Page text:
Jamie Benn and Tyler Seguin lead Stars over Islanders in vintage fashion – The Athletic
DALLAS — When Jamie Benn won the Art Ross Trophy in 2015, he finished the season in dramatic fashion with 87 points. Through 18 games this season, Benn is on pace to finish with 91 points.
“He’s got some skill in the tank still, I think,” Tyler Seguin said. “Tweet it.”
Plenty has been tweeted, and said, about Benn and Seguin on the ice in recent years and not much has come glowingly. Guilty parties range from fans, media and even the franchise’s own front office and ownership. Saturday night’s 5-2 win over the Islanders was an emphatic statement by the old superstars of the Dallas Stars.
These days, the Dallas dynamic duo up front is Roope Hintz and Jason Robertson. Each came into Saturday night riding career highs in points streak at 10 consecutive games. While Robertson extended his streak with a third-period goal, Hintz was a late scratch for the Stars with a lower-body injury. He missed practice Friday but was on the ice for morning skate Saturday and took warmups before the game.
“He was a game-time decision tonight,” head coach Pete DeBoer said. “Tried it. I don’t believe it’s anything long term. I would call him day to day.”
With Hintz out, the Stars were without arguably their best overall forward and the anchor of one of the best lines in the NHL. To begin the game, Benn was on a line with Robertson and Joe Pavelski. Early in the second period, Seguin was called for high-sticking. The Stars killed off the penalty, with Benn, Radek Faksa, Miro Heiskanen and Ryan Suter on the ice to complete the kill and Seguin joining them out of the box. Shortly thereafter, Suter won a puck battle along the boards and got the puck up the ice to Faksa, who had Benn and Seguin with him against three Islanders skaters. Faksa gave the puck up to Benn, who displayed incredible patience and puck management as he entered the offensive zone:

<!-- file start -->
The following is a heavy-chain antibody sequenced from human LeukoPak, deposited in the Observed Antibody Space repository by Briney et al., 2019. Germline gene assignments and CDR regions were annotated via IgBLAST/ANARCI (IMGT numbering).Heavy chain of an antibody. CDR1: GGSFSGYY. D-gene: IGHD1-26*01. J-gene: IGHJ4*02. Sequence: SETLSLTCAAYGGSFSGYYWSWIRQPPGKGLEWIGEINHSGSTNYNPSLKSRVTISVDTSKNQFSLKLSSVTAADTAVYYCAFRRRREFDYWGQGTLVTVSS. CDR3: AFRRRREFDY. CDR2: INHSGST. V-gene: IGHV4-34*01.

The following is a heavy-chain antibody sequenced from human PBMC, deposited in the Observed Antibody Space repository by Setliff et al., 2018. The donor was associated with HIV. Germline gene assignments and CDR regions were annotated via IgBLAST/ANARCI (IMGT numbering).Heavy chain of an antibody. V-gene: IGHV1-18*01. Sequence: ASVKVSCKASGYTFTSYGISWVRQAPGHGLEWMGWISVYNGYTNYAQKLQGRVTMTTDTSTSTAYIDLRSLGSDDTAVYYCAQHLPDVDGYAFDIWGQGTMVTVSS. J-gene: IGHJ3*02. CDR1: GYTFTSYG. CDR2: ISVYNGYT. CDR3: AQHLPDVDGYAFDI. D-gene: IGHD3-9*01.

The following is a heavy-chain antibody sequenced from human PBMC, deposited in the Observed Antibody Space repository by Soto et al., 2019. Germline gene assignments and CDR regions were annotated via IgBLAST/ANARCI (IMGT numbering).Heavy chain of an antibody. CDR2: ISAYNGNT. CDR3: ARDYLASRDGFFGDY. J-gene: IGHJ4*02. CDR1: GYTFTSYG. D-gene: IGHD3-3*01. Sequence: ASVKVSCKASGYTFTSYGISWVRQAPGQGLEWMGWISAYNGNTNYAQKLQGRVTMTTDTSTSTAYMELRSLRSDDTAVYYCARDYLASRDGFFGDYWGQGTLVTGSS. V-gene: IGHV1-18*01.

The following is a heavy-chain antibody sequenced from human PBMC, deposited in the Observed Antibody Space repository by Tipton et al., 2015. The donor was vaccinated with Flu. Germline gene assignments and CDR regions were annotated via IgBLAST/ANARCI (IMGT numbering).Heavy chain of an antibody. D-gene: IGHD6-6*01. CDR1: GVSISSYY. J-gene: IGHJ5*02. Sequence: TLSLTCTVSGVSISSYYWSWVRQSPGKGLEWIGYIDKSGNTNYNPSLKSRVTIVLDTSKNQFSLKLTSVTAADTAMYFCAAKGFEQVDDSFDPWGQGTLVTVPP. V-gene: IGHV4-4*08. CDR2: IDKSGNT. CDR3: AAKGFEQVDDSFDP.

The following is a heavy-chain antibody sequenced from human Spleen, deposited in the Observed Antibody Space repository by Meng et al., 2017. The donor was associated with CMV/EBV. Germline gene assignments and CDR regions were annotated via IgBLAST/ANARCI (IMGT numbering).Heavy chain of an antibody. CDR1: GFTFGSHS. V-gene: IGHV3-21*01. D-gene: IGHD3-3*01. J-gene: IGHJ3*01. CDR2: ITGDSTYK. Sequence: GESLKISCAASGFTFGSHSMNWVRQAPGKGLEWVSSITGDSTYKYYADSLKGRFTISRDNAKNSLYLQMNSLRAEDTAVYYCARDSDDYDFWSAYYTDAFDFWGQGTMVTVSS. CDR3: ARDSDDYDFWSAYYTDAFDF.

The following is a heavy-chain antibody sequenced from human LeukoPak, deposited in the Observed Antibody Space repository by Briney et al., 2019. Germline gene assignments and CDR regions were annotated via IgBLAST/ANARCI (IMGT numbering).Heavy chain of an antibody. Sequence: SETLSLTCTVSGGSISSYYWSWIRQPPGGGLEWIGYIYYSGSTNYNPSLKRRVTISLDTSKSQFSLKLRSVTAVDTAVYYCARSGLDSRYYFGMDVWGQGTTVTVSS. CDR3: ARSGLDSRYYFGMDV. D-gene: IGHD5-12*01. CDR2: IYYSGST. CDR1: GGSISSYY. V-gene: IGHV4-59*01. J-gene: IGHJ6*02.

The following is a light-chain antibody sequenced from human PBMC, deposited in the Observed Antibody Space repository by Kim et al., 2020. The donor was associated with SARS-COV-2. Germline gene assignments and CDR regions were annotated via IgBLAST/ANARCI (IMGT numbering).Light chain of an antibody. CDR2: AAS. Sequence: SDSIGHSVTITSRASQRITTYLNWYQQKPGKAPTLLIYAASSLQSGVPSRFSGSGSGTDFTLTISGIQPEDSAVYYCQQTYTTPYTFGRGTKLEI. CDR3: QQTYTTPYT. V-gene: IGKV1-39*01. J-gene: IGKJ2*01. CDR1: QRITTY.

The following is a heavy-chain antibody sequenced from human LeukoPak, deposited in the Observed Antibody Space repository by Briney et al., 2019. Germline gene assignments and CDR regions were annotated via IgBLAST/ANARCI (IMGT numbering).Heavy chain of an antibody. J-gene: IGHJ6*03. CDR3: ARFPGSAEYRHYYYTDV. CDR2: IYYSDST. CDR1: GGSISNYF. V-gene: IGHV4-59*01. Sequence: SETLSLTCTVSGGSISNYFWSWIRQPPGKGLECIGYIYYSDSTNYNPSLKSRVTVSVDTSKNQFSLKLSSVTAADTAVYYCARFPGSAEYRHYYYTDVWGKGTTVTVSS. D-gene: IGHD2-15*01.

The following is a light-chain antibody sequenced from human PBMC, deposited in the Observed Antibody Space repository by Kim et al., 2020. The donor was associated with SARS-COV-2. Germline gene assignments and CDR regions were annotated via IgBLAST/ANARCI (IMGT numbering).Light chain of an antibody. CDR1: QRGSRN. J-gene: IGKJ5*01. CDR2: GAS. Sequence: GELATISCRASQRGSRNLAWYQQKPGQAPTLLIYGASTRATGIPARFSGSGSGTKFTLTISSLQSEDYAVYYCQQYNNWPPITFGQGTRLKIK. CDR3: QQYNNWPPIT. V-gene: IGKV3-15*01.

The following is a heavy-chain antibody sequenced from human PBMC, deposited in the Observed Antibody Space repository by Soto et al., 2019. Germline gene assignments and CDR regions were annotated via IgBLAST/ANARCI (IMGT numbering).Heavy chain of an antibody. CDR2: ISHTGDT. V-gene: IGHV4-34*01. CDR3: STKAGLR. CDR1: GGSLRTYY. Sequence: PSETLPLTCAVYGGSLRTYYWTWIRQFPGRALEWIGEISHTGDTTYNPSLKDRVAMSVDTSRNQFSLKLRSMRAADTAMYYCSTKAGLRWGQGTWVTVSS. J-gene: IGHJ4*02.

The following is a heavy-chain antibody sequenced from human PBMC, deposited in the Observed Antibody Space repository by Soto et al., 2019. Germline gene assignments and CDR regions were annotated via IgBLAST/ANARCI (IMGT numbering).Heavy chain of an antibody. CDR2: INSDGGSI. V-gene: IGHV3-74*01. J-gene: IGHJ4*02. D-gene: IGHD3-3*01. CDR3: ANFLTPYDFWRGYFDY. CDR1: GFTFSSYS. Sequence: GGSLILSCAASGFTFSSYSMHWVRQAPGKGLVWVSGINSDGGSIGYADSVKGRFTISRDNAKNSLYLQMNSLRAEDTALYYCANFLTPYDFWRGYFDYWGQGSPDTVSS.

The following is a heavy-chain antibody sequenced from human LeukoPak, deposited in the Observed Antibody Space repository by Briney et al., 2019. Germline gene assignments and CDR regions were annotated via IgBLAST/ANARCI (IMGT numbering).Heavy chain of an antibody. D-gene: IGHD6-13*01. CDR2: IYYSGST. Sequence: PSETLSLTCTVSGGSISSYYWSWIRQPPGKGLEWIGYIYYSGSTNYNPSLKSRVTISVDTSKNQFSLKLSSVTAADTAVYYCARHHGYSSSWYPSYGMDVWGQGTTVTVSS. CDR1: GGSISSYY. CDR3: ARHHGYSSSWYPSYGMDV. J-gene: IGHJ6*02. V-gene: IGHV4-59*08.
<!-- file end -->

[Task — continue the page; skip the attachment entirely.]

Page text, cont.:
From there, Benn dished to Seguin, who found Faksa waiting in front of the net to complete the Stars’ first goal of the game.
“They kind of got out there together on a line change and made the first goal happen,” DeBoer said. “From that point on, I kind of decided to keep them together. That line was great tonight.”
Great might be an understatement for how the line of Benn, Seguin and Mason Marchment performed. They were easily the best line for the Stars. According to Natural Stat Trick, in a little over six minutes together, that line had a Corsi For Percentage of 76.92 percent. They had six shots on goal, scoring twice, and didn’t allow a single one. Their expected goals percentage was a whopping 99.17 percent as they had 0.73 expected goals for and 0.01 expected goals against.
The second goal of the game was scored by that line, too. This time Marchment was the beneficiary of Benn’s artistic work.
“I don’t know, it’s funny how you take a break from a guy and played with him so long, it’s just instant kind of knowing where he is and where I was,” Seguin said. “I thought (Marchment) played a heck of a game as well.”
The Stars tried multiple times early last season to relive the glory days by reuniting Benn and Seguin with their former running mate, Alexander Radulov. The results were awful, as they were statistically one of the worst lines in the NHL. Benn was in his fourth season of disappointing play and Seguin was in his first season back after a series of serious injuries.
There was always more hope for Seguin’s resurgence this season after he separated himself further from his surgeries, but Benn’s has come seemingly out of nowhere. Even this season, Benn didn’t register his first point until the fifth game and his first goal until the 11th game. Through 10 games, Benn had five points, all assists. Since then, Benn has had 15 points in eight straight games, including five multi-point games — and he scored three points in three of those games.